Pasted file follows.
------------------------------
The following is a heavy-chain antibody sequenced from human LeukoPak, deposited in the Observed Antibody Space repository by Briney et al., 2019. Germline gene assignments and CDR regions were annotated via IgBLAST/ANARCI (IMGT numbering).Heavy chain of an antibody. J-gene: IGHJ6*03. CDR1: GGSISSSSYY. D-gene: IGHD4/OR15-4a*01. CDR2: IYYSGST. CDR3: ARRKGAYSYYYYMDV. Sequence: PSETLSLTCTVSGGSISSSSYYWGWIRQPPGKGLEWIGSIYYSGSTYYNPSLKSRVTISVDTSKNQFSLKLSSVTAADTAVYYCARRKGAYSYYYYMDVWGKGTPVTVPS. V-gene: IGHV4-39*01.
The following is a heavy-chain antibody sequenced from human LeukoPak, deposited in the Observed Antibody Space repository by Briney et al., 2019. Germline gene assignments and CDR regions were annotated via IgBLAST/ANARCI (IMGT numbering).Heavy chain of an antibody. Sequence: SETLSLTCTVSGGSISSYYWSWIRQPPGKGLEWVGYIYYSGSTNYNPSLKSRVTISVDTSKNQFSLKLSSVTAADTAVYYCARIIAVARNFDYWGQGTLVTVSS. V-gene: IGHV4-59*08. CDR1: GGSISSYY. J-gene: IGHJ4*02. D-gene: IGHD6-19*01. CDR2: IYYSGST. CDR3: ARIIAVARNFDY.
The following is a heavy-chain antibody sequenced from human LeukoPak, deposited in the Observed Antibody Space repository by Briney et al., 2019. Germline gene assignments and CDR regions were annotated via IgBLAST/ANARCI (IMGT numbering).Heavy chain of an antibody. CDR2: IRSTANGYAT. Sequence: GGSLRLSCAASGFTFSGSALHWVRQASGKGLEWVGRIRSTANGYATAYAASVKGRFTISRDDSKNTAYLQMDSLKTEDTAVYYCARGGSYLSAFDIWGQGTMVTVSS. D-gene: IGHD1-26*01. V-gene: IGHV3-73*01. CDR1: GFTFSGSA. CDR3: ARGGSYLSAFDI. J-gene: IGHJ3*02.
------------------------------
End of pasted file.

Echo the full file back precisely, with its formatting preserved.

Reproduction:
The following is a heavy-chain antibody sequenced from human LeukoPak, deposited in the Observed Antibody Space repository by Briney et al., 2019. Germline gene assignments and CDR regions were annotated via IgBLAST/ANARCI (IMGT numbering).Heavy chain of an antibody. J-gene: IGHJ6*03. CDR1: GGSISSSSYY. D-gene: IGHD4/OR15-4a*01. CDR2: IYYSGST. CDR3: ARRKGAYSYYYYMDV. Sequence: PSETLSLTCTVSGGSISSSSYYWGWIRQPPGKGLEWIGSIYYSGSTYYNPSLKSRVTISVDTSKNQFSLKLSSVTAADTAVYYCARRKGAYSYYYYMDVWGKGTPVTVPS. V-gene: IGHV4-39*01.
The following is a heavy-chain antibody sequenced from human LeukoPak, deposited in the Observed Antibody Space repository by Briney et al., 2019. Germline gene assignments and CDR regions were annotated via IgBLAST/ANARCI (IMGT numbering).Heavy chain of an antibody. Sequence: SETLSLTCTVSGGSISSYYWSWIRQPPGKGLEWVGYIYYSGSTNYNPSLKSRVTISVDTSKNQFSLKLSSVTAADTAVYYCARIIAVARNFDYWGQGTLVTVSS. V-gene: IGHV4-59*08. CDR1: GGSISSYY. J-gene: IGHJ4*02. D-gene: IGHD6-19*01. CDR2: IYYSGST. CDR3: ARIIAVARNFDY.
The following is a heavy-chain antibody sequenced from human LeukoPak, deposited in the Observed Antibody Space repository by Briney et al., 2019. Germline gene assignments and CDR regions were annotated via IgBLAST/ANARCI (IMGT numbering).Heavy chain of an antibody. CDR2: IRSTANGYAT. Sequence: GGSLRLSCAASGFTFSGSALHWVRQASGKGLEWVGRIRSTANGYATAYAASVKGRFTISRDDSKNTAYLQMDSLKTEDTAVYYCARGGSYLSAFDIWGQGTMVTVSS. D-gene: IGHD1-26*01. V-gene: IGHV3-73*01. CDR1: GFTFSGSA. CDR3: ARGGSYLSAFDI. J-gene: IGHJ3*02.